Three Key Economic Indicators Flash Big Red Warnings Signs

Three Key Economic IndicatorsOil, Copper, and Trade Suggest Severe Global Economic Slowdown in 2015

When I look at key economic indicators like oil, copper, and the trade among countries, they make a very compelling argument for a severe global economic slowdown in 2015.

Oil Prices to Slump Further

In June of 2014, a barrel of light crude oil cost roughly $107.00. Now it’s trading well below $50.00—a decline of 60% from its peak. In the chart below of oil prices, it looks as if crude prices have fallen off a cliff.

Light Crude - Spot Price (EOD)

Chart courtesy of www.StockCharts.com

From a strictly technical perspective, there’s more room on the downside for oil prices. The price of oil has fallen well below both its 50-week moving average and its 200-week moving average—suggesting severe pessimism toward oil prices. At the same time, momentum indicators (shown at bottom of the chart above) suggest sellers are in control.

Sure, we’ve all read the stories on the Internet about the U.S. making a deal with Saudi Arabia to lower oil prices to hurt Russia’s economy in retaliation for Russia’s invasion of Ukraine. But the motive for lower oil prices is not as important as its effects. Oil prices below $50.00 a barrel put pressure on: 1) financial institutions that have bought oil producer hedge contracts; 2) the profits on senior oil products; and 3) America’s shale oil boom. All three of these events can put downward pressure on the U.S. economy.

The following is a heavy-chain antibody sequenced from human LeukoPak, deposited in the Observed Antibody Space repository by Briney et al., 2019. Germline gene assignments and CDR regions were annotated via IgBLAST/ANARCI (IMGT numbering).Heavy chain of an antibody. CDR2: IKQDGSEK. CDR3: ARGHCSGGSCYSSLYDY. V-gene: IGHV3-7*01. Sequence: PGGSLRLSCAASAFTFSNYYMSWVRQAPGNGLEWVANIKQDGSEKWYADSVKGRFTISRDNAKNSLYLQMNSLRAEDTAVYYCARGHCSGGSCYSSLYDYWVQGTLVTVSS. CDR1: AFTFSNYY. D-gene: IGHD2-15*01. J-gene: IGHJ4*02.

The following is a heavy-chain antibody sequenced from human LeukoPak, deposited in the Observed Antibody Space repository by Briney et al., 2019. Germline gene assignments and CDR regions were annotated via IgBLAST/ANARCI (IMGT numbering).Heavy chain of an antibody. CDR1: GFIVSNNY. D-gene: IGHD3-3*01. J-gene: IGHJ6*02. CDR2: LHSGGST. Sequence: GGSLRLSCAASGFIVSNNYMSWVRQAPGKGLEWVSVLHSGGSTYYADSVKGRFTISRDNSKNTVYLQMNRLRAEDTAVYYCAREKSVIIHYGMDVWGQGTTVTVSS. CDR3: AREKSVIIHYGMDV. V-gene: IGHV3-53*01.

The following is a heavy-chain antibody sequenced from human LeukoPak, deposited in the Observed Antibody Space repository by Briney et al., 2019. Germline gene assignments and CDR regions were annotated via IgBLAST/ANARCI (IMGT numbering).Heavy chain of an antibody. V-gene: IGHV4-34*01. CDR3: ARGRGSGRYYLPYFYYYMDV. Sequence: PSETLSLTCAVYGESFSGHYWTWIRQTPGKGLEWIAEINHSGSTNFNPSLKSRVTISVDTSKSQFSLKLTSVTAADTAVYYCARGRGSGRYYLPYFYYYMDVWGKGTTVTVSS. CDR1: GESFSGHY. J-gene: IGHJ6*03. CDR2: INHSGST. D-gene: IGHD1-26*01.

Copper Prices Plunging, Too

Oil prices aren’t the only indicator suggesting we have a global economic slowdown in the making. When we look at copper, the situation looks bleak there, too. The chart below shows copper prices have been declining since March of last year.

Copper - Spot Price (EOD)

Chart courtesy of www.StockCharts.com

As copper prices decline, there has been a huge increase in copper inventory levels, which is very worrisome. In August of 2014, the copper warehouse level at the London Metal Exchange (LME), the world’s biggest market for base metals, stood at 140,000 tonnes. Now there is an inventory of 187,000 tonnes—an increase of 33% in a matter of months. (Source: Info Mine, last accessed January 12, 2015.)

Copper is used in many sectors. When copper prices decline and copper warehouse levels increase, it tells me companies in the global economy are nowhere near running at full capacity.

Baltic Dry Index Now at Same Level as 2008

I follow the Baltic Dry Index (BDI)—an indicator that gives me an idea about how trade looks on the global level. If the BDI increases, it means we are marching towards prosperity. If it declines, that’s troubling news.

The BDI has fallen significantly. Please look at the long-term chart below. It currently sits near the same level it was at back in 2008, when the global economy was in an outright depression.

Baltic Dry Index (EOD)

Chart courtesy of www.StockCharts.com

What’s Next for the Global Economy?

While we hear good news about the U.S. economy, the problems brewing in the global economy can and will cause havoc here. We do not exist as an island; American companies earn a significant amount of revenue from outside the U.S. and they are heavily invested there.

As goes the global economy, eventually so will the U.S. economy and its key stock indices.